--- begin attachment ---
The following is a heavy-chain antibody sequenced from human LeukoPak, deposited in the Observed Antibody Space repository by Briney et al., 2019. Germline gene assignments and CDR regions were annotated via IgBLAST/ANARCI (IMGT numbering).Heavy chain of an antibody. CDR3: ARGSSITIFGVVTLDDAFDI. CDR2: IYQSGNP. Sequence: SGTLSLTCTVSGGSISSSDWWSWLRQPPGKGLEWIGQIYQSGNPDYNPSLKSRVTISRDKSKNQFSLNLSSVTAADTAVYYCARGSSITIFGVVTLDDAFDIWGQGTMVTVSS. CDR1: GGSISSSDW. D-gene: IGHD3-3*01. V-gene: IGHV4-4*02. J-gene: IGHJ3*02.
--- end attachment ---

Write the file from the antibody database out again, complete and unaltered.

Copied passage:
The following is a heavy-chain antibody sequenced from human LeukoPak, deposited in the Observed Antibody Space repository by Briney et al., 2019. Germline gene assignments and CDR regions were annotated via IgBLAST/ANARCI (IMGT numbering).Heavy chain of an antibody. CDR3: ARGSSITIFGVVTLDDAFDI. CDR2: IYQSGNP. Sequence: SGTLSLTCTVSGGSISSSDWWSWLRQPPGKGLEWIGQIYQSGNPDYNPSLKSRVTISRDKSKNQFSLNLSSVTAADTAVYYCARGSSITIFGVVTLDDAFDIWGQGTMVTVSS. CDR1: GGSISSSDW. D-gene: IGHD3-3*01. V-gene: IGHV4-4*02. J-gene: IGHJ3*02.